*Instructional (initiate classroom improvements; oversee their implementation and assessment; develop staff capacities to assess, revise, and continue improvements).

*Managerial (oversee budgets, make personnel decisions, supervise and evaluate staff, secure resources)

*Political (gain school board, teacher, civic, and community support for instructional reform; negotiate with multiple unions to endorse improvements).

So, the question is: In a big city school system, how can one non-educator superintendent–having to perform managerial, political, and instructional duties–reach into thousands of classrooms to improve teaching and learning?

A superintendent has to mobilize resources and support from many different people and groups inside and outside the system, build a climate for instructional improvement over a sustained period of time, and enlist principals and teachers to put into practice jointly shared ends in hundreds of schools and thousands of classrooms.

4. What is the evidence thus far for non-educator superintendents improving academic achievement?

While there are dueling studies from researchers on whether mayorally appointed non-educator superintendents have raised test scores, see here, and here, the policy-to-practice chain that stretches from the chancellor’s office to a first grade teacher’s classroom is very long with many links.

Superintendents can create district learning climates–one link– where principals and teachers are inspired, supported, and pressed to do well in their schools and classrooms. Such district cultures can influence test scores indirectly but these cultures are hard to develop and sustain, particularly if superintendents exit after a few years.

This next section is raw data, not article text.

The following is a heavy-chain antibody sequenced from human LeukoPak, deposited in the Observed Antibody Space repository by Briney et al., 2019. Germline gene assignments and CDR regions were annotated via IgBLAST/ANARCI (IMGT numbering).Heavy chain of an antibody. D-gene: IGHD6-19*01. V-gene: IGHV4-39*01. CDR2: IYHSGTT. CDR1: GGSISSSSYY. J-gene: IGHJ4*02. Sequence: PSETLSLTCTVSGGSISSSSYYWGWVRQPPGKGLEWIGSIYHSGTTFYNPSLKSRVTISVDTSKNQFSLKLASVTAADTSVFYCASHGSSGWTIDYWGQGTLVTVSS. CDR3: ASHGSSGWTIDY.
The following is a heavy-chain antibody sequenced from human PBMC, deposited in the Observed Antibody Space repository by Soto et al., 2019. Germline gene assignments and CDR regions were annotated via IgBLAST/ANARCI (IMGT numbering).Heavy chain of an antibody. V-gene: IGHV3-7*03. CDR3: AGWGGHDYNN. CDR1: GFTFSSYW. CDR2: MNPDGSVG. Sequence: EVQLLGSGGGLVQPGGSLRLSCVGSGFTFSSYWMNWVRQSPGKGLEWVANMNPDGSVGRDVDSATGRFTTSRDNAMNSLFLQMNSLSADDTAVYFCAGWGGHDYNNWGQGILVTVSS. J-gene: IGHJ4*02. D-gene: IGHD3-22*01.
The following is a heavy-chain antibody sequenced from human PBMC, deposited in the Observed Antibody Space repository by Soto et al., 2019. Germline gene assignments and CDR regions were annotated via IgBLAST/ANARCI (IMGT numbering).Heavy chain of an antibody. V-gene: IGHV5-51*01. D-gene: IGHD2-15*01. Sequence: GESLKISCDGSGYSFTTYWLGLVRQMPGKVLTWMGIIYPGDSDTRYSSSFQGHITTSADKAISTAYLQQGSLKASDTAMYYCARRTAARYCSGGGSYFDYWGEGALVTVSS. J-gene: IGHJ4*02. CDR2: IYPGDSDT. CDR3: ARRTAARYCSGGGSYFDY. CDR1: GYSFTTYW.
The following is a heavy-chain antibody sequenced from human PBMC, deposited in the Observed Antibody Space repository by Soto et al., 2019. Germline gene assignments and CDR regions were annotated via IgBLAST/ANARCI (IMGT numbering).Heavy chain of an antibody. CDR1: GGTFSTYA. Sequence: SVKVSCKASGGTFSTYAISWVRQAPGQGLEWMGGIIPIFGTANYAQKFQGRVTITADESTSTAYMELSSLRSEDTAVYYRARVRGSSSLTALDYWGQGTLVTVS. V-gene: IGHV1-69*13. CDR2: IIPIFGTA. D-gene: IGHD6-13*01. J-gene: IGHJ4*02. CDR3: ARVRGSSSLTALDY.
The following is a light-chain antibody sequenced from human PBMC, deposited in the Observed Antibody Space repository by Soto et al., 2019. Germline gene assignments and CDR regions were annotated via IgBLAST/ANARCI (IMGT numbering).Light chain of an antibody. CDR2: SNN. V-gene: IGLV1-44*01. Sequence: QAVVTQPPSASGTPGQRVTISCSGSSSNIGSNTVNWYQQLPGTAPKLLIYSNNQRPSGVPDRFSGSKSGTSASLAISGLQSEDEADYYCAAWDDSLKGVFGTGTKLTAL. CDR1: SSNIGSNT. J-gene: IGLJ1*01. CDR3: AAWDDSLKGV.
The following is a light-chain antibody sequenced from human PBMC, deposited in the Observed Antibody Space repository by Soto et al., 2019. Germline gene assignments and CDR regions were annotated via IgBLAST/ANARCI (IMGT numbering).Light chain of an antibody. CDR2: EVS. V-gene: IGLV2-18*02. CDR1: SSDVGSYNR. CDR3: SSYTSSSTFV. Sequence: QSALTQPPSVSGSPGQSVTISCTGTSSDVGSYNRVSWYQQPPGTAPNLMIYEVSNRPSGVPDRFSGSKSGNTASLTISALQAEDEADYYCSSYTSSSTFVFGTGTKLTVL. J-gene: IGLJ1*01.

Furthermore, the metrics of success are worrisome. High stakes state tests used year after year show gains as teachers become familiar with test items and prepare students for the exams. But when state officials dump the test and adopt a new one, scores plummet. New York City’s Mayor Michael Bloomberg and Chancellor Klein who previously had trumpeted a rise in test scores, backtracked after test scores dropped following a new state test.

The dream of corporate-inspired reformers for nearly two decades that governance changes and non-educators as managers in urban districts will turnaround failing schools and erase the test score achievement gap has yet to materialize.


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By Valerie Strauss  | November 28, 2010; 8:59 AM ET
Categories:  Educational leadership, Guest Bloggers, Larry Cuban  | Tags:  cathie black, cathleen black, educational leadership, qualifications for superintendents, school reform, school superintendents, schools, superintendents  
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No matter the training, large urban school system superintendents can, should, and do delegate the instructional and managerial duties for the most part. They absolutely must do a great job with the political aspects of their job.

Those with experience throughout the system may have greater empathy with the employees, but may still fail due to other shortcomings.

In short, the superintendent of a large urban school system can be anyone who can manage the various deputy superintendents and others just below the superintendent position and who can negotiate the political environment successfully. The superintendent should be able to inspire with action and rhetoric.

However, focusing on the superintendent ignores many factors that affect success in education. As you point out, it also ignores the true impact of education on our national competitiveness.

Let's say that a 50% dropout rate in high schools will impact our ability to compete and not worry so much about test scores and other details. I think that's fair.